Review: A Lonely Crowd’s ‘Transients’

A Lonely Crowd

Transients, the sophomore effort of Melbourne prog-rockers A Lonely Crowd, is an incredibly high acheivement of an album, especially in terms of musical talent. It has flaws, particularly in the mixing and post-production, but it’s a good, slightly gothy prog album.

In order to end the review on a high note, let’s discuss the flaws of Transients first, just to get them out of the way. As said, the flaws aren’t really to with the music at all, they’re more to do with the decisions made in post-production, or possibly just to do with the way A Lonely Crowd operates.

For some reason, someone made the decision to mix lead singer Xen Havales ethereal, super-soprano vocals down so much that they often fade into the background in favour of the (admittedly very skillful) guitar lines. There’s probably a very good reason behind this decision, and on some tracks (‘Kamikazi Karma’) it sets an interesting mood and allows Havales to perform some really insane vocal acrobatics. For the most part though, it feels like a let down. Havales has such a strong, bizarre voice that it seems a shame to downplay it as much as A Lonely Crowd does on Transients.

Other than that though, it’s a very good, very weird album. Transients sounds like an alternate universe version of Evanesence (in which they’re actually good and got rid of that weird guy who ruined everything by rapping, replacing him instead with a killer guitar player and screams that could break glass).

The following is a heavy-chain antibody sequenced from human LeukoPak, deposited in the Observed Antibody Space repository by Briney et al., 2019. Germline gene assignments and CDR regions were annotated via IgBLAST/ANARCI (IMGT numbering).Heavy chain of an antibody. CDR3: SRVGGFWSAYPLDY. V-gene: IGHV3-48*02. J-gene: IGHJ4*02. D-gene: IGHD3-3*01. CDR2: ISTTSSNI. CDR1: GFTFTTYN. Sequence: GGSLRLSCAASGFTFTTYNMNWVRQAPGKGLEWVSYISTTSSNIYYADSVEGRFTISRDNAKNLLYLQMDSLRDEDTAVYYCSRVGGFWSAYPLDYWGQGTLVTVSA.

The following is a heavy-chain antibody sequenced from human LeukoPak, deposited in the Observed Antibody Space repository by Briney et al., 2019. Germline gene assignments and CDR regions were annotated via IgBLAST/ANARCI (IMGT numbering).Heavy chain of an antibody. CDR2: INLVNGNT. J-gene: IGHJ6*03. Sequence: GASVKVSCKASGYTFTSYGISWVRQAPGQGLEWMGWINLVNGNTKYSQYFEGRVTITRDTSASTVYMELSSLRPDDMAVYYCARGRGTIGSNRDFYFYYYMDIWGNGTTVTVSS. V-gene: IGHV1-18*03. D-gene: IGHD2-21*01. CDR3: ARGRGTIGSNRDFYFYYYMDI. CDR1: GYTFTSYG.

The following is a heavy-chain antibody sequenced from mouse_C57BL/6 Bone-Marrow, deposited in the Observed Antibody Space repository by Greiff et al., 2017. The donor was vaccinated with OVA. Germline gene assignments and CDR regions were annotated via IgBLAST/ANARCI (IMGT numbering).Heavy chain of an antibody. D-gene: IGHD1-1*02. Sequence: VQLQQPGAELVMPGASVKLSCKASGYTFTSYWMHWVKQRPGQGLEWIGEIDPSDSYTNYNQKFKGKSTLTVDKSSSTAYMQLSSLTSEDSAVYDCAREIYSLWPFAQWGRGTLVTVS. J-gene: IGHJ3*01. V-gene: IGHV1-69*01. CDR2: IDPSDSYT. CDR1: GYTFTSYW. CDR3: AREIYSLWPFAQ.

Transients‘ lead single ‘The Fall’ is an especially enjoyable track. Havales’ voice bounces around like a super ball, and the heavy guitars and bass beat behind her vocals grounds the song without detracting anything from the gothy weirdness going on in the foreground. It seems like it would be an especially fun song to see played live.

On Transients, A Lonely Crowd has produced a vaguely experimental, darkly bizarre prog-rock album that, while not exactly face-blistering, shows a huge amount of promise. Transients is in stores now.

Ruby-Rose Niemann


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